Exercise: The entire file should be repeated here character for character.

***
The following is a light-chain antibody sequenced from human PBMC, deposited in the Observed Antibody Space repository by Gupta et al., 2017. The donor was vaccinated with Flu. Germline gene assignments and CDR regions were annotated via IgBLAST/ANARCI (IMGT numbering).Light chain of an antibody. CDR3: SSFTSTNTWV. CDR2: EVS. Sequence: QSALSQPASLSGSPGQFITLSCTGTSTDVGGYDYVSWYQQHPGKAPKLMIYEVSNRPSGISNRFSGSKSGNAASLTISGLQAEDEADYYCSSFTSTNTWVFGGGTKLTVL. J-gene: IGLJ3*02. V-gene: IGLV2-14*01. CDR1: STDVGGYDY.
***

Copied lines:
The following is a light-chain antibody sequenced from human PBMC, deposited in the Observed Antibody Space repository by Gupta et al., 2017. The donor was vaccinated with Flu. Germline gene assignments and CDR regions were annotated via IgBLAST/ANARCI (IMGT numbering).Light chain of an antibody. CDR3: SSFTSTNTWV. CDR2: EVS. Sequence: QSALSQPASLSGSPGQFITLSCTGTSTDVGGYDYVSWYQQHPGKAPKLMIYEVSNRPSGISNRFSGSKSGNAASLTISGLQAEDEADYYCSSFTSTNTWVFGGGTKLTVL. J-gene: IGLJ3*02. V-gene: IGLV2-14*01. CDR1: STDVGGYDY.